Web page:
The definition of the word opinion, according to the Merriam-Webster dictionary:
a : a view, judgment, or appraisal formed in the mind about a particular matter b : approval, esteem
a : belief stronger than impression and less strong than positive knowledge b : a generally held view
a : a formal expression of judgment or advice by an expert b : the formal expression (as by a judge, court, or referee) of the legal reasons and principles upon which a legal decision is based
Opinionated is the adjective form.
To quote the ever succinct Harry Callahan in The Dead Pool (and make sure you squint your eyes when you read this–>), “Opinions are like assholes; everybody’s got one.” Meaning they sometimes stink. And please, for the love of black-eyed peas and cornbread, don’t interpret that to mean I’m calling anyone with an opinion an asshole because…
I am opinionated, and I freely own up to it. Isn’t everyone? No, really, opinions are what makes the world go around. We offer them up about virtually everything, from the coffee we drink in the mornings to the votes we cast in the ballot box. Sometimes they’re made very publicly, sometimes they’re not even verbal. Sometimes they’re full of facts, sometimes they’re full of shit. Sometimes they’re necessary, sometimes…not. Even in writing this I’m giving an opinion on, well, opinions.
Some of us give them more freely(*waving*), despite whether or not others want to hear them. Some don’t give them at all unless asked, and even then they tend to say what they think you want to hear, not what’s really on their mind. And, to me anyway, that’s not the right thing to do, even if you’re trying to keep the peace with the significant other or avoid hurting someone’s feelings.
Think about the tired example of the wife asking, “Honey, do these pants make me look fat?” The husband replies, “Baby, you look great!”, if he knows what’s good for him, right? But what if the wife wears those tight pants out to dinner, bends over to pick up her purse and rips open the seam down the back, exposing her ass to everyone in the restaurant. Who’s she going to be mad at? The husband, because he told her she looked great. The poor dude was only trying to please her. Whereas if he would’ve been honest with her in the first place, her feelings might’ve been hurt but she wouldn’t have embarrassed herself in public either. It’s not necessarily right that her anger is directed at him but HE SAID she looked great so it’s ALL HIS FAULT. Never mind that there was a little voice inside her head telling her those pants were too tight, otherwise she wouldn’t have asked in the first place.
Ah, there I’ve touched on something: When we ask for someone’s opinion, are we really asking for their approval? I think yes.
When someone’s opinion agrees with your’s, you feel better about yourself. You were right. I am smart and correct! Listen to me because I know everything! I look amazing in these tight pants, despite the fact that I can’t breathe and I have a horrible case of camel toe.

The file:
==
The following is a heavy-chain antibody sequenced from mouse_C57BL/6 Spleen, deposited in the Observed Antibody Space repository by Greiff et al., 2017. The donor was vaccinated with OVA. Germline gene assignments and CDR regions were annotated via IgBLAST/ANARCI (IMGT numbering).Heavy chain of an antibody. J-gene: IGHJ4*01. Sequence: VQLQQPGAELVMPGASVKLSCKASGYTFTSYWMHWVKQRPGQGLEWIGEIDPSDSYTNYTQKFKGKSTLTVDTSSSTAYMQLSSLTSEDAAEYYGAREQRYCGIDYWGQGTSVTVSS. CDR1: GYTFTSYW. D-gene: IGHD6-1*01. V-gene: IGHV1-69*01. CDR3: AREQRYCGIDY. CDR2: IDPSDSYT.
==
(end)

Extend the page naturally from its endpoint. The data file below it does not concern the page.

But if they disagree with you, this makes us unhappy. We’re forced to think harder or make changes. We grumble that they’re wrong, they’re stupid, and what do they know anyway!
My husband would reply, “Well, then why did you ask me what I thought?” Ooh, that man…and dammit, he’s usually got a point. Usually. I’ll never say he’s always right. Nope. Nuh-uh. Nevah!!
Now then, kids, there are ways to make our opinions more palatable, like being respectful and calm. By giving valid and well thought out reasons for why we feel the way we do. It’s not a requirement but it certainly helps it go down better. Sugar tastes better than vinegar. But there again, if you want to simply say “I hate it!”, you have that right too. Doesn’t make it any less valid or worthy of consideration.
I’m not sure why I wrote this ramblefest and I’m terribly sorry if I’m boring you to death. Perhaps it was to remind my alter ego to tone down the snark a bit when she goes on one of her long rants about political signs or road construction or bad drivers over on Facebook. Maybe it was to remind my writerly self that the bad reviews of my work are eventually coming (*gasp*), and I have to act like an adult, learn something from it and move on.
See, there’s been a lot of writers behaving badly lately in the book world by responding publicly to negative reviews, which is just a flat-out no-no. Nothing good ever comes of it. It only breeds more negativity so the best thing to do is nothing. Shut. The. F**k. Up. Resist that intense, overwhelming urge to respond defensively with every fiber of your being. Your opinion about their opinion will not go over well. That’s when it becomes an argument and everything goes downhill from there faster than you can say “banned list”. It’s the digital age and that crap NEVER goes away.
Everyone is entitled to their own opinion, and whether you agree with it or not, you have to respect it. Remember Harry’s words. You, the writer, asked for it when you put your book out for public consumption. Doesn’t make it hurt any less but put on your big girl panties- or boy briefs, as the case may be - and behave like a grown up. If you’re smart you’ll remember that critique and work harder on your next piece. And doesn’t that really apply to everything? Now if only people would listen. Ha!
Think about it this way too: What if we never had an opinion on anything? What kind of world would that be?